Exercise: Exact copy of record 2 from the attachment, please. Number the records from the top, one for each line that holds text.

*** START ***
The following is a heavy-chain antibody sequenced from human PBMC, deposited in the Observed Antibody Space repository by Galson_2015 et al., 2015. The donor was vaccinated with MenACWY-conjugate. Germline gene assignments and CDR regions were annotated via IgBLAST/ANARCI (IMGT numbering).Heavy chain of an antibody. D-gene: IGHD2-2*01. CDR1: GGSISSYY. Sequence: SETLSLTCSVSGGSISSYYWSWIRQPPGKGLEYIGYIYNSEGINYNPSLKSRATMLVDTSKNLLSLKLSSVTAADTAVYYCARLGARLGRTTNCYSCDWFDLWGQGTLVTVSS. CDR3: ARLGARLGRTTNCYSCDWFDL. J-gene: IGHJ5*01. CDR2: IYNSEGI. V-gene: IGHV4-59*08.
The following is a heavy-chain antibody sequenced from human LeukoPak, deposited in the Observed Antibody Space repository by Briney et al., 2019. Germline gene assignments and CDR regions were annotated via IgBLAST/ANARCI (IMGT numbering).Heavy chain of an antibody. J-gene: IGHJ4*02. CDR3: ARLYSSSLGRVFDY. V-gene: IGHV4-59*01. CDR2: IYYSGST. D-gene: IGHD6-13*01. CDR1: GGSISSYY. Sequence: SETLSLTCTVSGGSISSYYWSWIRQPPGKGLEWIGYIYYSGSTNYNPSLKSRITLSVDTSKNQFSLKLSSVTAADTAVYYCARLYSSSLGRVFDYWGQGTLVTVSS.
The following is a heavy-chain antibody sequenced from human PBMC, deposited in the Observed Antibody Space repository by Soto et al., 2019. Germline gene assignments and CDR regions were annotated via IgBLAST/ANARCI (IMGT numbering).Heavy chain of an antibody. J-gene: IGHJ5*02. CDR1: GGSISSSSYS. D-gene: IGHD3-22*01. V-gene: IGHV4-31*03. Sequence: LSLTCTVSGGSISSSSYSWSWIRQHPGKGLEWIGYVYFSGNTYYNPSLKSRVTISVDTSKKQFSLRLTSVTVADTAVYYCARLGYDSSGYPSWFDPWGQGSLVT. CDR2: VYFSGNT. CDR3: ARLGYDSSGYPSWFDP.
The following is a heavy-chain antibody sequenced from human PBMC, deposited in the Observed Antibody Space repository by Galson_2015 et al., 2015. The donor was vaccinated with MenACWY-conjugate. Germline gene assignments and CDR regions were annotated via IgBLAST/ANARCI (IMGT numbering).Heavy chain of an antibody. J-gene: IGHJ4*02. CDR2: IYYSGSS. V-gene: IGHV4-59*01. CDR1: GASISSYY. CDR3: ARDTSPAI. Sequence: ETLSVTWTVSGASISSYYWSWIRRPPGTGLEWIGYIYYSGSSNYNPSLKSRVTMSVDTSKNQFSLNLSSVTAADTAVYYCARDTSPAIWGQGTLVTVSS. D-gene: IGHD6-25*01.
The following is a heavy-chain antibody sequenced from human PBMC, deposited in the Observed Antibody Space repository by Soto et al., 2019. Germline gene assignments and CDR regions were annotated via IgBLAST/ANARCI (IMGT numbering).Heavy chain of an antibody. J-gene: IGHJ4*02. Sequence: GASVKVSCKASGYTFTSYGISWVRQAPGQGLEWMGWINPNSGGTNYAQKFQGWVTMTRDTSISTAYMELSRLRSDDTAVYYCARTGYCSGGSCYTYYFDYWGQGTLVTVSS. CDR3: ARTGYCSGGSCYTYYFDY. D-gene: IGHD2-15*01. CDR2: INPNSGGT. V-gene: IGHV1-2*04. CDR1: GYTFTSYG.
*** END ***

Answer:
The following is a heavy-chain antibody sequenced from human LeukoPak, deposited in the Observed Antibody Space repository by Briney et al., 2019. Germline gene assignments and CDR regions were annotated via IgBLAST/ANARCI (IMGT numbering).Heavy chain of an antibody. J-gene: IGHJ4*02. CDR3: ARLYSSSLGRVFDY. V-gene: IGHV4-59*01. CDR2: IYYSGST. D-gene: IGHD6-13*01. CDR1: GGSISSYY. Sequence: SETLSLTCTVSGGSISSYYWSWIRQPPGKGLEWIGYIYYSGSTNYNPSLKSRITLSVDTSKNQFSLKLSSVTAADTAVYYCARLYSSSLGRVFDYWGQGTLVTVSS.